Frequently banned novel is added to English curriculum

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Frequently banned novel is added to English curriculum

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Book cover pictured on left; Sherman Alexie pictured on right

By Parima Kadikar, Watchung Hills Regional HS, Warren, N.J.

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“The Absolutely True Diary of a Part-Time Indian” by Sherman Alexie is a semi-autobiographical novel about a Native American teenager growing up on the Spokane Reservation. It won the 2007 National Book Award for Young People’s Literature, the 2008 Boston Globe-Horn Book Award for Fiction and Poetry, and the 2009 Odyssey Award as the best audiobook for young adults.

Three years after it was published, it became one of the top 10 most frequently banned books in America.
So why is a young adult novel causing so much dispute? The book is about protagonist Junior Spirit’s shockingly taxing journey through life on the “rez.” Containing messages about drugs, alcohol and violence, as well as (given that it is narrated by a teenage boy) mentioning masturbation — parents around the nation have complained that the book is inappropriate for its audience.

Mrs. Goodson, a sophomore English 2 Honors teacher, admitted that when she first heard about the book she thought that it would be a light, easy read. As she proceeded to read it, however, she realized that the underlying tone and theme were far more meaningful than she had initially expected.

At first I thought the fiction was overdramatized, until I read more about alcohol and abuse and the complete lack of hope that exists on so many Native American reservations and realized that [Alexie] was drawing from real-life experiences.”

— Mrs. Goodson, English teacher

She said, “At first I thought the fiction was overdramatized, until I read more about alcohol and abuse and the complete lack of hope that exists on so many Native American reservations and realized that [Alexie] was drawing from real-life experiences.”

An example of a local conflict caused by this novel took place in Westfield in 2012. Parents within the school district complained about the addition of Alexie’s book to Westfield High School’s curriculum for the same reasons that parents all over the nation have complained about the book. Except the difference in this case was that one WHS junior actually wrote an article on the Westfield Patch, defending the novel and explaining its importance. Supporters of Alexie’s book say that the main themes and lessons are eye-opening in a world where so little is known about realistic Native American culture, and that the “vulgar language” simply makes the book more authentic.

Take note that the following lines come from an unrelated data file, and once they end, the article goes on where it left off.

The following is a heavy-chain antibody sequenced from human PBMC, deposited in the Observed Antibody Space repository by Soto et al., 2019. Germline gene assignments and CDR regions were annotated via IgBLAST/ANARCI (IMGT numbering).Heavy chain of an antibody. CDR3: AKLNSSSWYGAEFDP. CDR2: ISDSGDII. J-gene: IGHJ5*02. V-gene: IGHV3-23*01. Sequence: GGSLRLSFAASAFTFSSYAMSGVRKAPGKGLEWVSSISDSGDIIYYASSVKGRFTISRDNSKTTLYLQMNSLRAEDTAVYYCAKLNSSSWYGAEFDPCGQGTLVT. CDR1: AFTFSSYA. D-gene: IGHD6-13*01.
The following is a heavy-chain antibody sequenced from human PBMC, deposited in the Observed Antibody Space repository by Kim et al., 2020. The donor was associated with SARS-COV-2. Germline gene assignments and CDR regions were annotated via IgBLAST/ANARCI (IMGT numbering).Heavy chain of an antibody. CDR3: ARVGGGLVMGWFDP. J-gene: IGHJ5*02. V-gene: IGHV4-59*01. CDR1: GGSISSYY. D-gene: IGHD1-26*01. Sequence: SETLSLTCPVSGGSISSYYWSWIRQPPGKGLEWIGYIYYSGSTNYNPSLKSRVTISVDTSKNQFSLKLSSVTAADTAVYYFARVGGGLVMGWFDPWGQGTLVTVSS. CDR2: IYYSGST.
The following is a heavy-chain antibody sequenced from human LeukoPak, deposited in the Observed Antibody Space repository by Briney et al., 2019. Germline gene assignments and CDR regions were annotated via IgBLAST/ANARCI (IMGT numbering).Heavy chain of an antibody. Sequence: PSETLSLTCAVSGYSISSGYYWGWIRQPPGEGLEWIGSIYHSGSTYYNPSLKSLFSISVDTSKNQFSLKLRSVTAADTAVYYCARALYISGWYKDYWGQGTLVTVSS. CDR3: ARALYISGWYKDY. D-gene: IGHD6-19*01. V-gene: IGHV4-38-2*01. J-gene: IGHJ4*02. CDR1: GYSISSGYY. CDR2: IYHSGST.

When asked about whether or not the novel’s content outweighed its controversy Mrs. Goodson responded, “I absolutely think the message is more important. I mean if people think this book is controversial then they don’t really know what’s going on in the lives of their 16 year-olds. My job as a teacher is to widen your world, the world of 16 year-olds, not to restrict and shelter.”

As of now, the novel has been quite well-received by the WHRHS community. Mrs. Goodson says that while some were a bit taken aback at first, students reading the novel generally appreciated what Alexie was trying to convey. “The bitter tone of despair and hopelessness, but at the same time continuing to hope — holding those two different ideas at once in this novel really sets it apart.”

However, even considering the language and adolescent obscenities depicted in “The Absolutely True Diary of a Part-Time Indian,” the factor that renders most shocking is the sheer irony that Alexie presents. Native Americans are the most underrepresented minority in their own homeland, and they are faced with issues about which there is almost no awareness. Sherman Alexie chose to use dark humor and teenage innocence to get his point across, which is why parents and administrators seem to be distracted from the underlying theme. What the focus should really be on is how Alexie raises concerns about Native American hardships and, purposely, does not address them at the end.

The novel leaves readers with a feeling of uneasiness at the end, because nothing is really resolved. While this may upset some people, the entire point of the novel is its honesty — and to sacrifice that for a happy ending that just wouldn’t exist in real life would contradict its theme.

Mrs. Goodson and her colleagues plan to continue teaching the novel, after fully appreciating the value that it holds beneath its more controversial surface. “Both parents and teachers have a responsibility to open the eyes of children to all the issues of the world, not just our own private agendas and what colleges we’re going to. Not everyone has to focus every single issue at hand, but we should at least be aware of issues outside our little community.”